Dove pulls ad viewed as racially insensitive
- Unilever's Dove soap brand had to pull and apologize for an ad shared on its Facebook page after it was accused of being racially insensitive, reported NBC News. Naomi Leann Blake, a makeup artist, helped spark the backlash with a screengrab of the ad that went viral on social platforms.
- The ad depicted a black woman removing a brown top to reveal a white woman underneath, who then removed her top to reveal a woman appearing to be of Asian descent, NBC News said. Consumers' ire stemmed from what was perceived as a message of washing away race. NBC pointed out this isn't the first time Dove has been embroiled in such controversy: Another ad from 2011 was also considered racially insensitive, featuring a "before and after" theme where the women became progressively whiter as they moved from before to after.
- On Saturday, Oct. 7, after removing the ad, Dove released a statement on its social media channels reading, "An image we recently posted on Facebook missed the mark in representing women of color thoughtfully. We deeply regret the offense it caused. The feedback that has been shared is important to us and we'll use it to guide us in the future." This was deemed an insufficient non-apology by critics, some of whom suggested they will boycott the brand.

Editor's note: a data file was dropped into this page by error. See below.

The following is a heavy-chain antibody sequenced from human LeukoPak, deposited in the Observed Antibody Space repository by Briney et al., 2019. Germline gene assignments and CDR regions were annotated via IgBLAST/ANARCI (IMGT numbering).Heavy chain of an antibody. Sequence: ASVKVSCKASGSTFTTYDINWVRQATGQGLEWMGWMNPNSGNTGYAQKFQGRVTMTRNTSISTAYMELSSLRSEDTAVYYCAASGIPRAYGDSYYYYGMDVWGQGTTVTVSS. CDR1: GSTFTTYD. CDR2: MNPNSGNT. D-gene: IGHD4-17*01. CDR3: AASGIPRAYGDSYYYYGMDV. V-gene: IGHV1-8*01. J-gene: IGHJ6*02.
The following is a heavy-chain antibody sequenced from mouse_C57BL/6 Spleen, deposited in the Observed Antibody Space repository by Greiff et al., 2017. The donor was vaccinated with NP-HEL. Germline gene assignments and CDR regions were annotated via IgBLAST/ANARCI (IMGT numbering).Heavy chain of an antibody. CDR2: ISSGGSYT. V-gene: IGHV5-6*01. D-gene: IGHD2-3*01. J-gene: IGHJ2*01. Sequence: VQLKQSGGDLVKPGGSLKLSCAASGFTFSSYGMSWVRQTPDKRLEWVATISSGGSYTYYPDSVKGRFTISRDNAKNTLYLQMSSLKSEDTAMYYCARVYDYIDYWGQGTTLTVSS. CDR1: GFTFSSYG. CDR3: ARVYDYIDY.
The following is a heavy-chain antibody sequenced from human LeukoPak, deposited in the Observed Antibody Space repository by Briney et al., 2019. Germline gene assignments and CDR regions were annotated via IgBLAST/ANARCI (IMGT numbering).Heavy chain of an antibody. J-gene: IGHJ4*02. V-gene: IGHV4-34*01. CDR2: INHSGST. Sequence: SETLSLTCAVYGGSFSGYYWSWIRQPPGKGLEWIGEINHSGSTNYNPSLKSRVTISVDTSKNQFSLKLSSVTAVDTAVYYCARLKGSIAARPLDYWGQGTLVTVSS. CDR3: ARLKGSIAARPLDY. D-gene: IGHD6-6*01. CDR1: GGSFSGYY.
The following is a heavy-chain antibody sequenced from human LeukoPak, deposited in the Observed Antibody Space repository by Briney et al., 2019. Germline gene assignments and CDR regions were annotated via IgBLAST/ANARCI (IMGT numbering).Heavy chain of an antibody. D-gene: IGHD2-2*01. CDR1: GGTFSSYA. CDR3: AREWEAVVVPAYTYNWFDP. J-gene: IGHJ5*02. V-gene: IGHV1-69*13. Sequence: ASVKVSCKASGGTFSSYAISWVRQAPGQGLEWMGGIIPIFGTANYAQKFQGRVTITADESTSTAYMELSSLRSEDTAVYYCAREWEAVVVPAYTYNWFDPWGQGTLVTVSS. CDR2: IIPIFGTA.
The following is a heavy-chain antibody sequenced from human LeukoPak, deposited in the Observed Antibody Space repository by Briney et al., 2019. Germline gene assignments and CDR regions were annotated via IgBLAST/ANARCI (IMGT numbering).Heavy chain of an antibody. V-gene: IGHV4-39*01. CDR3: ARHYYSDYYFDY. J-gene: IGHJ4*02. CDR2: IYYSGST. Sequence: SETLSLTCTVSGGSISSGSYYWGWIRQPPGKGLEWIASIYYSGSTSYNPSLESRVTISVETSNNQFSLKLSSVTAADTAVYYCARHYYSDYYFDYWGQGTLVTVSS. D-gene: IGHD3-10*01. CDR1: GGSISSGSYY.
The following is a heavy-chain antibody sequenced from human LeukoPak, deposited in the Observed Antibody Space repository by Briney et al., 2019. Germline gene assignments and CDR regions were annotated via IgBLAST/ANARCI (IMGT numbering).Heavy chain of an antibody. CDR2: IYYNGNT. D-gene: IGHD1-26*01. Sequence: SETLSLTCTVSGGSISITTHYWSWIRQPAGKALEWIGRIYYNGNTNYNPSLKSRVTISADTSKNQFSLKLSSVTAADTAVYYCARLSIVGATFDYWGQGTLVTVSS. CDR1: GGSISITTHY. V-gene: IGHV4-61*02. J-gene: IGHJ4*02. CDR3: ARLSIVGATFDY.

An image we recently posted on Facebook missed the mark in representing women of color thoughtfully. We deeply regret the offense it caused.— Dove (@Dove) October 7, 2017
Dove has attempted to lead the charge in the industry in terms of diverse representations of both models' body sizes and races, especially with its 15-year-running "Real Beauty" brand platform. However, a number of recent marketing flubs underscore how this strategy is more frequently turning up misses as non-white or plus-sized figures are represented but continue to be marginalized in the marketing itself.
The now-pulled Facebook ad joins the notorious 2011 "before and after" slip-up and also a U.K. packaging play from May, where body wash bottles designed to represent different female body types were widely mocked for drawing unflattering comparisons to women's figures. These incidents underscore the tricky line brands straddle in developing socially-conscious messaging with real perspective and authenticity.
Other initiatives by Dove and parent company Unilever have seen more success. A partnership with TV showrunner Shonda Rhimes called Real Beauty Productions launched this past March and is focused on content building self-esteem. A recent short film, titled "Meet Diana," tells the story of a woman who rediscoveries her strength and confidence while re-learning to walk with a prosthesis. Rolled out in September, it's already garnered over 1.7 million hits on YouTube.